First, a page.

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California real estate loans and foreclosure -2 considerations regarding whether you may be personally liable

Several years ago I had written about how to determine whether or not your California real estate loan is a non-recourse loan, and if you lost the property, through foreclosure, would you have personal liability for the remainder of the debt. I did not discuss two other important considerations, even if you have a recourse loan- whether the lender will conduct a trustee’s sale rather than a judicial foreclosure, and whether or not the particular loan is a first or second loan. Homeowners and investors who have questions about their liability for their loans should consult with an experienced Sacramento and Yolo real estate attorney.

non recourse foreclosure.jpgA. Is the lender likely to conduct a trustee’s sale?

There are two ways to foreclose on real estate in California:

1) by trustee’s sale, under the power of sale in the deed of trust, Civil Code section 2924 and 2932; or

2) by judicial foreclosure, a lawsuit to foreclose, Code of Civil Procedure section 726.

When a trustee’s sale is held, by private trustee, there will be no personal liability on the loan that was foreclosed. When a judicial foreclosure is conducted, there can be a deficiency judgment, resulting in personal liability for the remaining debt.

Judicial foreclosures are extremely rare for residential properties in California for several reasons. First is the time-consuming nature of a lawsuit. Second is the statutory right of redemption (CCP 729.010), which allows the borrower who had owned the property to redeem the property for one year after the sale by paying the total of:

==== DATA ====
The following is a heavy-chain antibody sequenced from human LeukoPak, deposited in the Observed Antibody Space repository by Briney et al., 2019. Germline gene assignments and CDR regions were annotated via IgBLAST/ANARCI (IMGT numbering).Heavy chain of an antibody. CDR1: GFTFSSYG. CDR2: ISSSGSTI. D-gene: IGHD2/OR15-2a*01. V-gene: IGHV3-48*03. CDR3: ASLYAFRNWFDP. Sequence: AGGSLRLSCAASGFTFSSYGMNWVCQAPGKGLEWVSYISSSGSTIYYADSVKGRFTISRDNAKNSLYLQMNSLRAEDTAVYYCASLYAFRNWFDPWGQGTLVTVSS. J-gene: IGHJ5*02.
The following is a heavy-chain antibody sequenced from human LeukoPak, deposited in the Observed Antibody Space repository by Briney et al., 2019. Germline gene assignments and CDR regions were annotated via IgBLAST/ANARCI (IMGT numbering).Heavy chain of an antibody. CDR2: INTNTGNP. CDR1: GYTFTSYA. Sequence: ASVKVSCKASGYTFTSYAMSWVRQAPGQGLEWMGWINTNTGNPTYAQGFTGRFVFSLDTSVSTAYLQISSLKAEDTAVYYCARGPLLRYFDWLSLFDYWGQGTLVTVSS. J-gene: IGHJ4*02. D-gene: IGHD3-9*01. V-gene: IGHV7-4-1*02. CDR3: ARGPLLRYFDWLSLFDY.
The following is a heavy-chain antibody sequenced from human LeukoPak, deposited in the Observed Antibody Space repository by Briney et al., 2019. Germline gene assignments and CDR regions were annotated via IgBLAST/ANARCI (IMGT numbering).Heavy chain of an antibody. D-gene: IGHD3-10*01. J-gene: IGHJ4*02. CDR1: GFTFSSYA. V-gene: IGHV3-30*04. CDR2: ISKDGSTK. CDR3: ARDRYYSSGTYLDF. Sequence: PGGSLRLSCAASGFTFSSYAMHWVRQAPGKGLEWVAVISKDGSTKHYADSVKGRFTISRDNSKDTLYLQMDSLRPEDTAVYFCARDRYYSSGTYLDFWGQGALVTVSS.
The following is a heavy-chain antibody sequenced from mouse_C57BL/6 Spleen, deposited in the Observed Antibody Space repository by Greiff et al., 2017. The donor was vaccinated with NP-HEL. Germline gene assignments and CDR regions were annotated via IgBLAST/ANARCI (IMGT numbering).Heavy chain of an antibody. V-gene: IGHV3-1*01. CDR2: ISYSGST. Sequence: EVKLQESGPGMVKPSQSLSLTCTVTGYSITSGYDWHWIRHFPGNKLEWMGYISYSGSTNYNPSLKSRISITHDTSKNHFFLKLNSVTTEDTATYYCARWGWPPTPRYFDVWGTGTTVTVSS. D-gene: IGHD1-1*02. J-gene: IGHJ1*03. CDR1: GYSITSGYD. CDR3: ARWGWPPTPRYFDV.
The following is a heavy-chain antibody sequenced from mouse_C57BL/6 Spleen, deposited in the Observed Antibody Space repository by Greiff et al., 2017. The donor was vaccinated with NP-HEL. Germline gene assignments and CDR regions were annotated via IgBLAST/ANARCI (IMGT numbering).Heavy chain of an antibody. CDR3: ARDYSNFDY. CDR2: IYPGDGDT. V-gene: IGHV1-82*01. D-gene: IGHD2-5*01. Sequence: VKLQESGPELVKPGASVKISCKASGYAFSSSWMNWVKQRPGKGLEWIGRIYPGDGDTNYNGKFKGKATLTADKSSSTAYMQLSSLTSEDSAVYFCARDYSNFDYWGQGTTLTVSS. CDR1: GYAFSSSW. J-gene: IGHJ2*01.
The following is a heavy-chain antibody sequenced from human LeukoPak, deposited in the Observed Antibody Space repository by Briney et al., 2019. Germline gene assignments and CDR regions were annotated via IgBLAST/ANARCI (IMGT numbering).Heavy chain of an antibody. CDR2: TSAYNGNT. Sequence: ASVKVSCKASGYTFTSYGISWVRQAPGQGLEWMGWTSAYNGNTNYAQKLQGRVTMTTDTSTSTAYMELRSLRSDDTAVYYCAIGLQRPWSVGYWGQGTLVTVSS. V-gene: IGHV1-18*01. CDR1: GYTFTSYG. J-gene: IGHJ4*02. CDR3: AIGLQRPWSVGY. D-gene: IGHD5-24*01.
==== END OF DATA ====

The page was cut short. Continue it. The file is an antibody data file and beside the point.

(1) the purchase price at the sale;

(2) the amount of assessments or taxes, and reasonable sums for fire insurance premiums and maintenance expenses, paid by the purchaser;

(3) any amounts paid on account of senior liens to the extent necessary to protect the purchaser’s interest;

(4) any liens held by the purchaser that were junior to the lien foreclosed; and (5) interest on the above sums at the legal rate.

The right of redemption effectively ties up the property rendering it unmarketable for one year after the foreclosure sale. This benefits homeowners as lenders are reluctant to use judicial foreclosure vs. a trustee’s sale. If your loan is otherwise a recourse loan, and the lender conducts a trustee’s sale, there can not be any deficiency liability. Only with judicial foreclosure can a deficiency judgment be obtained.

B. Do you have Both a First and Second Loan?

If you have a second loan, and the first forecloses, then you have a sold-out junior. The second lender (even if it is the same entity or bank as the first)still has a debt owed, but no security. If the second loan was a recourse loan, you still have personal liability. The fact that the first conducted a trustee’s sale does not help you.